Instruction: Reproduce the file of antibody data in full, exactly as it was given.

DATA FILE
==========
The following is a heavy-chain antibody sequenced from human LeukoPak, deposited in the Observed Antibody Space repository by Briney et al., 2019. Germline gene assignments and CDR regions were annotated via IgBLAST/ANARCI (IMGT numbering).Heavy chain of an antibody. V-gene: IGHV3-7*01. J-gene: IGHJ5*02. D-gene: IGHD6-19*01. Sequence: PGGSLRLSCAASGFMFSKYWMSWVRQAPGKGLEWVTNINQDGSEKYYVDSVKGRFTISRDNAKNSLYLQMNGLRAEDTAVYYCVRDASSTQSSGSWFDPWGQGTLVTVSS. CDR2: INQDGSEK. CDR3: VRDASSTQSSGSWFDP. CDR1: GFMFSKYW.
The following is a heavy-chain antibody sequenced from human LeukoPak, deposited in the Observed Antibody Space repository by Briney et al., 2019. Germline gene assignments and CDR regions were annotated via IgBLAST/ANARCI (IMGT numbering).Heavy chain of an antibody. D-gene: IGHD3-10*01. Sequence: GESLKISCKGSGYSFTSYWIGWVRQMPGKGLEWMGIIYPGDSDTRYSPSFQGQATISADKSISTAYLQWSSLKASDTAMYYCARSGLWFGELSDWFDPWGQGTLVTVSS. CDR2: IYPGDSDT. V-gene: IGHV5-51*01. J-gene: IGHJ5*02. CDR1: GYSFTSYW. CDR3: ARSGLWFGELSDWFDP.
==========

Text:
The following is a heavy-chain antibody sequenced from human LeukoPak, deposited in the Observed Antibody Space repository by Briney et al., 2019. Germline gene assignments and CDR regions were annotated via IgBLAST/ANARCI (IMGT numbering).Heavy chain of an antibody. V-gene: IGHV3-7*01. J-gene: IGHJ5*02. D-gene: IGHD6-19*01. Sequence: PGGSLRLSCAASGFMFSKYWMSWVRQAPGKGLEWVTNINQDGSEKYYVDSVKGRFTISRDNAKNSLYLQMNGLRAEDTAVYYCVRDASSTQSSGSWFDPWGQGTLVTVSS. CDR2: INQDGSEK. CDR3: VRDASSTQSSGSWFDP. CDR1: GFMFSKYW.
The following is a heavy-chain antibody sequenced from human LeukoPak, deposited in the Observed Antibody Space repository by Briney et al., 2019. Germline gene assignments and CDR regions were annotated via IgBLAST/ANARCI (IMGT numbering).Heavy chain of an antibody. D-gene: IGHD3-10*01. Sequence: GESLKISCKGSGYSFTSYWIGWVRQMPGKGLEWMGIIYPGDSDTRYSPSFQGQATISADKSISTAYLQWSSLKASDTAMYYCARSGLWFGELSDWFDPWGQGTLVTVSS. CDR2: IYPGDSDT. V-gene: IGHV5-51*01. J-gene: IGHJ5*02. CDR1: GYSFTSYW. CDR3: ARSGLWFGELSDWFDP.